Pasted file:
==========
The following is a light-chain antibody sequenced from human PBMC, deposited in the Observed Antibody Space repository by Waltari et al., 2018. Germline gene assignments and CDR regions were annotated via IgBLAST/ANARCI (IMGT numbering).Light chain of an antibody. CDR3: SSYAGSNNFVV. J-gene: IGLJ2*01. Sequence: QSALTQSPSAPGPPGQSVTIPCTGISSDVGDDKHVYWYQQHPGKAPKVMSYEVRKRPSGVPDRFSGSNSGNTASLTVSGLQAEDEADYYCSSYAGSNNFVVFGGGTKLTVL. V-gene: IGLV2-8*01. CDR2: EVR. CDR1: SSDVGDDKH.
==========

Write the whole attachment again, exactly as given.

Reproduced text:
The following is a light-chain antibody sequenced from human PBMC, deposited in the Observed Antibody Space repository by Waltari et al., 2018. Germline gene assignments and CDR regions were annotated via IgBLAST/ANARCI (IMGT numbering).Light chain of an antibody. CDR3: SSYAGSNNFVV. J-gene: IGLJ2*01. Sequence: QSALTQSPSAPGPPGQSVTIPCTGISSDVGDDKHVYWYQQHPGKAPKVMSYEVRKRPSGVPDRFSGSNSGNTASLTVSGLQAEDEADYYCSSYAGSNNFVVFGGGTKLTVL. V-gene: IGLV2-8*01. CDR2: EVR. CDR1: SSDVGDDKH.